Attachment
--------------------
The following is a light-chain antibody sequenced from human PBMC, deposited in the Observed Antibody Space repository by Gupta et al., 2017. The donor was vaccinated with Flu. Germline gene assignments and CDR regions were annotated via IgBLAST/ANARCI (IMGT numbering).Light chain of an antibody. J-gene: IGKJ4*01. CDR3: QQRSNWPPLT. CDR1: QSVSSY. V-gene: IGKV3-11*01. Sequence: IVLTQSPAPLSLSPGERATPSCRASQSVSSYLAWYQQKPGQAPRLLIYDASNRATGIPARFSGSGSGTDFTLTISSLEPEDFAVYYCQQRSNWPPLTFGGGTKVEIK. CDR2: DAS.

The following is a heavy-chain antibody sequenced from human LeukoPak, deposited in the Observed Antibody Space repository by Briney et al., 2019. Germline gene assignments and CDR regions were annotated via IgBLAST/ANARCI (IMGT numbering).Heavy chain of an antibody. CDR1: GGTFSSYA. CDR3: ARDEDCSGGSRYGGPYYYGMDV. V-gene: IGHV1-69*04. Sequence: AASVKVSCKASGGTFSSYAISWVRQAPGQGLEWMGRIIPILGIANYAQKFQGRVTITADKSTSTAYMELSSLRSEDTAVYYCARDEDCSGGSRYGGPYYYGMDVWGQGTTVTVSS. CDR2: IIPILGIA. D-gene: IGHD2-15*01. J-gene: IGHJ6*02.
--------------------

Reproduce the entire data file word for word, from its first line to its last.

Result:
The following is a light-chain antibody sequenced from human PBMC, deposited in the Observed Antibody Space repository by Gupta et al., 2017. The donor was vaccinated with Flu. Germline gene assignments and CDR regions were annotated via IgBLAST/ANARCI (IMGT numbering).Light chain of an antibody. J-gene: IGKJ4*01. CDR3: QQRSNWPPLT. CDR1: QSVSSY. V-gene: IGKV3-11*01. Sequence: IVLTQSPAPLSLSPGERATPSCRASQSVSSYLAWYQQKPGQAPRLLIYDASNRATGIPARFSGSGSGTDFTLTISSLEPEDFAVYYCQQRSNWPPLTFGGGTKVEIK. CDR2: DAS.

The following is a heavy-chain antibody sequenced from human LeukoPak, deposited in the Observed Antibody Space repository by Briney et al., 2019. Germline gene assignments and CDR regions were annotated via IgBLAST/ANARCI (IMGT numbering).Heavy chain of an antibody. CDR1: GGTFSSYA. CDR3: ARDEDCSGGSRYGGPYYYGMDV. V-gene: IGHV1-69*04. Sequence: AASVKVSCKASGGTFSSYAISWVRQAPGQGLEWMGRIIPILGIANYAQKFQGRVTITADKSTSTAYMELSSLRSEDTAVYYCARDEDCSGGSRYGGPYYYGMDVWGQGTTVTVSS. CDR2: IIPILGIA. D-gene: IGHD2-15*01. J-gene: IGHJ6*02.